Mark Thoma posted a nice paper today about the misuse of economic models (you can see the paper by Paul Pfleiderer of Stanford here). This blends nicely with my post yesterday about how models need to better reflect the real-world and are only useful to the extent that we understand their limitations. Pfleiderer touches on how the profession of economics has become overly reliant on models that are not well grounded in reality. And who do we have to thank for much of this? The American economist who derailed economics for 40 years, Milton Friedman:
“In his 1953 essay “The Methodology of Positive Economics,” Milton Friedman famously argued that we should not judge a model based on the realism of its assumptions but only by the accuracy of its predictions. This claim has generated considerable controversy over the years and many have rejected Friedman’s arguments, although some have come to his defense.”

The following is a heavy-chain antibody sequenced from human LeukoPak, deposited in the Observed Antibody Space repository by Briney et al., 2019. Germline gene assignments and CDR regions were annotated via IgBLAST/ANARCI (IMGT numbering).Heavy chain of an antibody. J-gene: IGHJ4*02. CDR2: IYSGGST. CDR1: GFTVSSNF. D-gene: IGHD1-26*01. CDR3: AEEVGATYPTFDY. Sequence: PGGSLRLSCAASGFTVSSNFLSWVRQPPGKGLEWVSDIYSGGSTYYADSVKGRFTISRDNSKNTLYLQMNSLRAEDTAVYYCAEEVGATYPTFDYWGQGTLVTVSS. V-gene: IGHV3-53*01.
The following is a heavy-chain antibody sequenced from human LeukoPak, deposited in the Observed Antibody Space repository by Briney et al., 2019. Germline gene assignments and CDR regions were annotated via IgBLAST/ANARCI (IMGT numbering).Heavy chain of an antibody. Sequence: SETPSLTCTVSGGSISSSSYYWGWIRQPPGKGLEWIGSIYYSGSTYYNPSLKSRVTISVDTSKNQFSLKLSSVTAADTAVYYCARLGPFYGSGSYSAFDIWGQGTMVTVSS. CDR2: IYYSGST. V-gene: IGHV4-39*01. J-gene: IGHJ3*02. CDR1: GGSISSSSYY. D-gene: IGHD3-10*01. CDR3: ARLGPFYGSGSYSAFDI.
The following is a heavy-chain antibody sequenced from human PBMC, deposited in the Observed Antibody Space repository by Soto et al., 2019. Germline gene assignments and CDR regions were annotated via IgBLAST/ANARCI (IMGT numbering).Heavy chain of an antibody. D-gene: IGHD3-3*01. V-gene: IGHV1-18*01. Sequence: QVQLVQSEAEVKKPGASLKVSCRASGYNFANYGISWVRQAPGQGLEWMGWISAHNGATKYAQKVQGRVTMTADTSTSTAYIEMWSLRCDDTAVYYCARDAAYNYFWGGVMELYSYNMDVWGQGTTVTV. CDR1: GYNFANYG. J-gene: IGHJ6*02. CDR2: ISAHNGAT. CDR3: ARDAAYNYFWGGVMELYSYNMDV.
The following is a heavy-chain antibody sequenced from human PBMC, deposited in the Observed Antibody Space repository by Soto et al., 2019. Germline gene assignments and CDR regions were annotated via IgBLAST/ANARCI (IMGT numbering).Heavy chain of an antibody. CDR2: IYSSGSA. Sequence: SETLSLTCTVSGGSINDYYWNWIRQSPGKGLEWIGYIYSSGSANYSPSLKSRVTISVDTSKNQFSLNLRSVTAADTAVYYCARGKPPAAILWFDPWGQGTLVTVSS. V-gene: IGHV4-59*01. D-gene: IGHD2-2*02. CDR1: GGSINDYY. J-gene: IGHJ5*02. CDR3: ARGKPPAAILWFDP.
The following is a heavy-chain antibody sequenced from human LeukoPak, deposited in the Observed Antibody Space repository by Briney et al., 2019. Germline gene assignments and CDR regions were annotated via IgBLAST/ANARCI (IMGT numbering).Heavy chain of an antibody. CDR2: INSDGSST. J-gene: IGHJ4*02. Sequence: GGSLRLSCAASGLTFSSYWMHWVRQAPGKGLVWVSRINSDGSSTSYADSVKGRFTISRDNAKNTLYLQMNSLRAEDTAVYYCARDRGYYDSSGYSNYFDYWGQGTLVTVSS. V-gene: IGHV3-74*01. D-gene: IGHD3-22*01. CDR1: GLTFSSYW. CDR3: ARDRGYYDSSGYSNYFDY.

The ensuing 40 years basically threw reality out of the window and led to an excessive focus on deceptive concepts like the quantity theory of money and other math-based fictions which look like rigorous scientific work, but abuse the reality of the monetary world we live in.
Anyhow, I’ve trashed Milton Friedman enough for one day. Have a read of the paper here.